Fare Game

Frank Leyvas had barely asked his passenger, "Where to?" when the cops, like a black cloud in their raid gear, stormed his cab.

An officer aimed a rifle at his head. Leyvas ducked under the dash as bullets tore through the car's rear windshield--and his passenger's skull.

Moments later, Leyvas' fare lay across the back seat, a bloody gutter of flesh where his face had been, bits of his brain sprayed on the cab's upholstery. Leyvas and a police officer had been wounded by stray bullet fragments.

It wasn't until Leyvas was at the hospital that he learned what the hell happened.

Phoenix police were out to get Leyvas' passenger--and they didn't seem to care who got in the way.

Now, Leyvas is suing the police for putting an unsuspecting civilian in the middle of a firefight.

On February 12, 1998, Leyvas was on his way to pick up some guy named Mike at the Motel 6 at 51st Avenue and McDowell.

A 19-year veteran cabbie and a road supervisor for TLC Taxi, Leyvas didn't see the cop watching him as he pulled his cab into the parking lot.

It was about 11:30 a.m. when Leyvas drove around the side of the motel, looking for his fare in Room 227. Across the courtyard, in Room 108, three Phoenix police officers armed with Steyr Aug assault rifles tensed up, ready to move.

Leyvas, a graying man with a paunch that hangs over his belt, hoisted himself out of the 1984 Buick and threw rocks at the door of 227 rather than climb the stairs to the second-floor room.

Mike, his head badly shaved--it looked as if someone had gone at his scalp with garden shears--peered out the door and hollered that he'd be right down. Next door, in Room 228, two more Phoenix police officers waited.

Leyvas wheeled the cab around while Mike--a big guy, more than six feet tall and 220 pounds--descended the open-air concrete stairs. In the parking lot, Mike paused for a moment and peered into the tinted windows of a Chevy. He didn't see the Phoenix police officer who was quickly ducking down in his seat, trying to stay out of sight.

"Easy, don't spook him," Sergeant Chuck Mount, parked around the corner, instructed his men over the radio. "Let him get into the vehicle."

Mike climbed into the cab right behind the driver's seat. Leyvas began to pull out of the lot.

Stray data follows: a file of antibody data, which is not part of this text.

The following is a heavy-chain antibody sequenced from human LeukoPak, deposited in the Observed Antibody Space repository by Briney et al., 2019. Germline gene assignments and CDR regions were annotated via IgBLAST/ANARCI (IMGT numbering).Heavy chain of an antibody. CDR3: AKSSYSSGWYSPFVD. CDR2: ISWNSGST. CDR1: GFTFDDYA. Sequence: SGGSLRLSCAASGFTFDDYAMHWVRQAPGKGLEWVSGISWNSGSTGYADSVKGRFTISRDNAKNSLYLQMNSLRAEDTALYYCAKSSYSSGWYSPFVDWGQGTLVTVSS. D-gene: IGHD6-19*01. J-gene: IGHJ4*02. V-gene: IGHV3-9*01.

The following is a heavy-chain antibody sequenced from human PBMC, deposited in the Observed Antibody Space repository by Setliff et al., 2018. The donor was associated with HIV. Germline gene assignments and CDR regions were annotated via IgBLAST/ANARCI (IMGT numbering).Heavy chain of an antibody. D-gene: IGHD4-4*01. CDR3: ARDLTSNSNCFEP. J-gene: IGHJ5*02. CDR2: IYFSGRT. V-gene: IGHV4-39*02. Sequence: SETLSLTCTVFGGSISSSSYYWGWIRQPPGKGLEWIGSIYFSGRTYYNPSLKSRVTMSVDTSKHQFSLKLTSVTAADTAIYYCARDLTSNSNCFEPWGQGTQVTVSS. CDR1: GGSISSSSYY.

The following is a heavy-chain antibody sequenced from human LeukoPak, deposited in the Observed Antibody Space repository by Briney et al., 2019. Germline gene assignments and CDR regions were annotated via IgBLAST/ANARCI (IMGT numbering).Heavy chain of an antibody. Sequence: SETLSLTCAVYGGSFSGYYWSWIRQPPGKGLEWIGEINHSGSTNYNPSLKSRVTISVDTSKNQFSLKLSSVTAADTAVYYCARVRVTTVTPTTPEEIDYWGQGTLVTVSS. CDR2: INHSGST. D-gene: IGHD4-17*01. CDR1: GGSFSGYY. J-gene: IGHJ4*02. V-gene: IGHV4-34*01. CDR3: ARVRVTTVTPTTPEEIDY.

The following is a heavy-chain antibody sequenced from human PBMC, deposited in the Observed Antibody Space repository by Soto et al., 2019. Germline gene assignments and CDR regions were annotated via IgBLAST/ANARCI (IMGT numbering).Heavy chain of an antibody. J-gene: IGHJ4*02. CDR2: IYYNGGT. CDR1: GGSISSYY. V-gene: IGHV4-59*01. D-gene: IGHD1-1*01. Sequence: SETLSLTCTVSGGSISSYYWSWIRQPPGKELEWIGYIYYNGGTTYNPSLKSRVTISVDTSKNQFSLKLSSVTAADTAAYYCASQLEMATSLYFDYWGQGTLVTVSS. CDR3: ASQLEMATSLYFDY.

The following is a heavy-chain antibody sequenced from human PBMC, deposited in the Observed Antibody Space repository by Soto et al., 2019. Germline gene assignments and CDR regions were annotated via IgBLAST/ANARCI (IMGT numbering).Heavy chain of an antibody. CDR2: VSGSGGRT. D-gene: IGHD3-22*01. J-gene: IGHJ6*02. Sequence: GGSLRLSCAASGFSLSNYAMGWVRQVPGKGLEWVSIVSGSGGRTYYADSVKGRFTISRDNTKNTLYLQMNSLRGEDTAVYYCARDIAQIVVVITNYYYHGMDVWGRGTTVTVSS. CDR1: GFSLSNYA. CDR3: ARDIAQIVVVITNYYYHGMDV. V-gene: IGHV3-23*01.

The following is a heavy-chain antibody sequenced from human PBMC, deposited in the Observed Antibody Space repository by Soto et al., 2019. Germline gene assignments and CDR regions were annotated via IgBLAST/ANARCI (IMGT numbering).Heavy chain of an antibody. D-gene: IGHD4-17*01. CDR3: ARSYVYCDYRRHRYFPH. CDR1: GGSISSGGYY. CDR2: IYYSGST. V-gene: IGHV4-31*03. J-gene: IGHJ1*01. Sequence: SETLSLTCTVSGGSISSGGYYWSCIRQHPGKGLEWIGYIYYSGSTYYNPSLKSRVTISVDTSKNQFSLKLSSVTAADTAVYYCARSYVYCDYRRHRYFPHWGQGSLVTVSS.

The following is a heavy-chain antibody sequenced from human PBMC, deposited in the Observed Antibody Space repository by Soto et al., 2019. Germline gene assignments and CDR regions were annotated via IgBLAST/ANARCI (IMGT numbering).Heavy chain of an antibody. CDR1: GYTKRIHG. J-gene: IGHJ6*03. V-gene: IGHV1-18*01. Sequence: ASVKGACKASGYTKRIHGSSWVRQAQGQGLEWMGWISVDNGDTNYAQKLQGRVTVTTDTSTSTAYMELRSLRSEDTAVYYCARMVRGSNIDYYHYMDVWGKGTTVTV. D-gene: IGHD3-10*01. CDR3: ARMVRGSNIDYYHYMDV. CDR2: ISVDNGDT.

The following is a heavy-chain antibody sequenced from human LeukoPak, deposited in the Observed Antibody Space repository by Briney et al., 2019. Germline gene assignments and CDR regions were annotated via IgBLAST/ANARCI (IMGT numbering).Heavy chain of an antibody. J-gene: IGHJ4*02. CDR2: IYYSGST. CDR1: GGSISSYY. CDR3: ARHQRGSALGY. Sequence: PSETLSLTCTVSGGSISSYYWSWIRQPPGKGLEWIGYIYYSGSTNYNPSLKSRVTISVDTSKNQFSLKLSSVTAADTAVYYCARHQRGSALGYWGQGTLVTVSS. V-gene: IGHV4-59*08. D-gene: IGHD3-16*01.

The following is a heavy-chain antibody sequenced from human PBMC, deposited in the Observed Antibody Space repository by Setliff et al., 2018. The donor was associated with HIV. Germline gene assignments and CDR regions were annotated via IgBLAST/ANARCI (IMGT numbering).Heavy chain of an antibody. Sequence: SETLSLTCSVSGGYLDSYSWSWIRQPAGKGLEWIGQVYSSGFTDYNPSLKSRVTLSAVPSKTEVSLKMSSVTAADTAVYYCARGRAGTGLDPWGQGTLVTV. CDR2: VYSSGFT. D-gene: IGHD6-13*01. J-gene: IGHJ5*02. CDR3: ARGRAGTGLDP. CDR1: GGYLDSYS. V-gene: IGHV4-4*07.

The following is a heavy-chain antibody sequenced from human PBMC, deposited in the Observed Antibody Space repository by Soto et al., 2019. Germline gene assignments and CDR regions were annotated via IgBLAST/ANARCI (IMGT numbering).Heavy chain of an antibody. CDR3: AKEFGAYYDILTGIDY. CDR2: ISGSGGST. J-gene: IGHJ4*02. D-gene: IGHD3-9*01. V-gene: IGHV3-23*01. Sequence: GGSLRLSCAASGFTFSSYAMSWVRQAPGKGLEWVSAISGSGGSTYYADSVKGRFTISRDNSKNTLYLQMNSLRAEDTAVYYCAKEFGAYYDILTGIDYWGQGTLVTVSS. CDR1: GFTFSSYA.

Suddenly, a blue Corsica screeched out of its parking spot, cutting off his exit. Behind him, the other Chevy pulled in close; a brown van appeared alongside his cab.

With the cab pinned in, police ordered Mike out of the car. They say he went for a nickel-plated Walther PPK instead, and two officers shot him dead.

Mike turned out to be Troy Davis, at that time the most wanted man in Phoenix.

Several days earlier, Davis had shot rookie Department of Public Safety officer Trenna Newmark in the face. Davis eluded a police dragnet then, but an informant's tip led Phoenix detectives to the Motel 6 where he was holed up.

There, for almost seven hours, the police watched Davis' room without making a move to arrest him. The Special Assignments Unit--Phoenix's version of a SWAT team--staked out positions in the parking lot, across the courtyard from Davis and in the room right next to his. They even knew that Davis was expecting a ride and would be leaving before check-out. They could have grabbed him as he left his room, as he went down the stairs, in the parking lot as he approached the cab. And yet they waited until Davis got in the car with Leyvas before they tried to stop him.

This was not a mistake. According to the police reports, this was the way the SAU planned it. They chose to make their arrest in the car because they thought it would be easier to contain Davis there.

The Phoenix Police Department has drawn plenty of criticism over the past few years for its use of force on suspects. Phoenix cops lead the nation in the number of fatal police shootings per capita, and the department was rocked last year with a record $45 million police brutality verdict (later dropped to $5.5 million in a settlement).

In this case, the police put an innocent bystander in the crossfire.
The police aren't talking about the incident, but police reports obtained by New Times through a public records request show that the SAU officers passed up at least two chances to confront Davis before he got in the cab.

Leyvas is understandably outraged. "I just felt like my life, the life of a cabdriver, wasn't worth enough for them to take into consideration," he says. "You expect that attitude from criminals, but not from the police."

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Chris Farnsworth